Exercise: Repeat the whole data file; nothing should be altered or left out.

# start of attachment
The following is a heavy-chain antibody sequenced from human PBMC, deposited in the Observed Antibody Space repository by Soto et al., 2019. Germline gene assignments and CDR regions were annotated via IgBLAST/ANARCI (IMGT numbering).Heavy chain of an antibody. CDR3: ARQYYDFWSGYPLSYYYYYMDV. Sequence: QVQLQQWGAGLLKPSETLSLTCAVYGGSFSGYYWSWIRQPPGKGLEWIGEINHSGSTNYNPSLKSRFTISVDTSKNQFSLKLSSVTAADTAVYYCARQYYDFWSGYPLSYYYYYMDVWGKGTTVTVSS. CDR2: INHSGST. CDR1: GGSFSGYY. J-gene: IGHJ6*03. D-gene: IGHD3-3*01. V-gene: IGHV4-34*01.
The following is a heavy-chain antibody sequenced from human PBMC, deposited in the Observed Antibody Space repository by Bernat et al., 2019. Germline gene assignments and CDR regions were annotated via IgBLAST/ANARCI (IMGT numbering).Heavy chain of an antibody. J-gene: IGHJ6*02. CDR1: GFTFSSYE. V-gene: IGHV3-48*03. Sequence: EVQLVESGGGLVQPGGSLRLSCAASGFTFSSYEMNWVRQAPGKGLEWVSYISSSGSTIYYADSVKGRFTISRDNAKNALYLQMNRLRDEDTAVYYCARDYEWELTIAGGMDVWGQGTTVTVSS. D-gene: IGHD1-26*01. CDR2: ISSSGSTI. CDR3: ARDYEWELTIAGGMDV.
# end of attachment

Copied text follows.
The following is a heavy-chain antibody sequenced from human PBMC, deposited in the Observed Antibody Space repository by Soto et al., 2019. Germline gene assignments and CDR regions were annotated via IgBLAST/ANARCI (IMGT numbering).Heavy chain of an antibody. CDR3: ARQYYDFWSGYPLSYYYYYMDV. Sequence: QVQLQQWGAGLLKPSETLSLTCAVYGGSFSGYYWSWIRQPPGKGLEWIGEINHSGSTNYNPSLKSRFTISVDTSKNQFSLKLSSVTAADTAVYYCARQYYDFWSGYPLSYYYYYMDVWGKGTTVTVSS. CDR2: INHSGST. CDR1: GGSFSGYY. J-gene: IGHJ6*03. D-gene: IGHD3-3*01. V-gene: IGHV4-34*01.
The following is a heavy-chain antibody sequenced from human PBMC, deposited in the Observed Antibody Space repository by Bernat et al., 2019. Germline gene assignments and CDR regions were annotated via IgBLAST/ANARCI (IMGT numbering).Heavy chain of an antibody. J-gene: IGHJ6*02. CDR1: GFTFSSYE. V-gene: IGHV3-48*03. Sequence: EVQLVESGGGLVQPGGSLRLSCAASGFTFSSYEMNWVRQAPGKGLEWVSYISSSGSTIYYADSVKGRFTISRDNAKNALYLQMNRLRDEDTAVYYCARDYEWELTIAGGMDVWGQGTTVTVSS. D-gene: IGHD1-26*01. CDR2: ISSSGSTI. CDR3: ARDYEWELTIAGGMDV.